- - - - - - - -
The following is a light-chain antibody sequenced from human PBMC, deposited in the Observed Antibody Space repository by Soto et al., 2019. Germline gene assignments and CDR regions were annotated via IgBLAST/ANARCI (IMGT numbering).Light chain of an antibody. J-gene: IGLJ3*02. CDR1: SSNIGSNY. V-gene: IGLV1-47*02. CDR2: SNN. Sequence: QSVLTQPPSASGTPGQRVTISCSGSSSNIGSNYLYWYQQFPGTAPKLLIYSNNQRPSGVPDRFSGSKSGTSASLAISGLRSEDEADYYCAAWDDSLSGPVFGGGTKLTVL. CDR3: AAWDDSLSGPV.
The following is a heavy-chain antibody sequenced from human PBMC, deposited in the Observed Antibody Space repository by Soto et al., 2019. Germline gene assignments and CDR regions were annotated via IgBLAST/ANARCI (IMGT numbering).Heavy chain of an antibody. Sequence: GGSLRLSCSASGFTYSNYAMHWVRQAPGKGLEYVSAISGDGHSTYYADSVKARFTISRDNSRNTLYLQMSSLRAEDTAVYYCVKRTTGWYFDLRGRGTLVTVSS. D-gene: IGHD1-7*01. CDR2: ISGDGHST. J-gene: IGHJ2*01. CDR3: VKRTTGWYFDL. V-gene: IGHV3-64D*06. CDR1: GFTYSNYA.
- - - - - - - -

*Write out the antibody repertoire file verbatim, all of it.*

The following is a light-chain antibody sequenced from human PBMC, deposited in the Observed Antibody Space repository by Soto et al., 2019. Germline gene assignments and CDR regions were annotated via IgBLAST/ANARCI (IMGT numbering).Light chain of an antibody. J-gene: IGLJ3*02. CDR1: SSNIGSNY. V-gene: IGLV1-47*02. CDR2: SNN. Sequence: QSVLTQPPSASGTPGQRVTISCSGSSSNIGSNYLYWYQQFPGTAPKLLIYSNNQRPSGVPDRFSGSKSGTSASLAISGLRSEDEADYYCAAWDDSLSGPVFGGGTKLTVL. CDR3: AAWDDSLSGPV.
The following is a heavy-chain antibody sequenced from human PBMC, deposited in the Observed Antibody Space repository by Soto et al., 2019. Germline gene assignments and CDR regions were annotated via IgBLAST/ANARCI (IMGT numbering).Heavy chain of an antibody. Sequence: GGSLRLSCSASGFTYSNYAMHWVRQAPGKGLEYVSAISGDGHSTYYADSVKARFTISRDNSRNTLYLQMSSLRAEDTAVYYCVKRTTGWYFDLRGRGTLVTVSS. D-gene: IGHD1-7*01. CDR2: ISGDGHST. J-gene: IGHJ2*01. CDR3: VKRTTGWYFDL. V-gene: IGHV3-64D*06. CDR1: GFTYSNYA.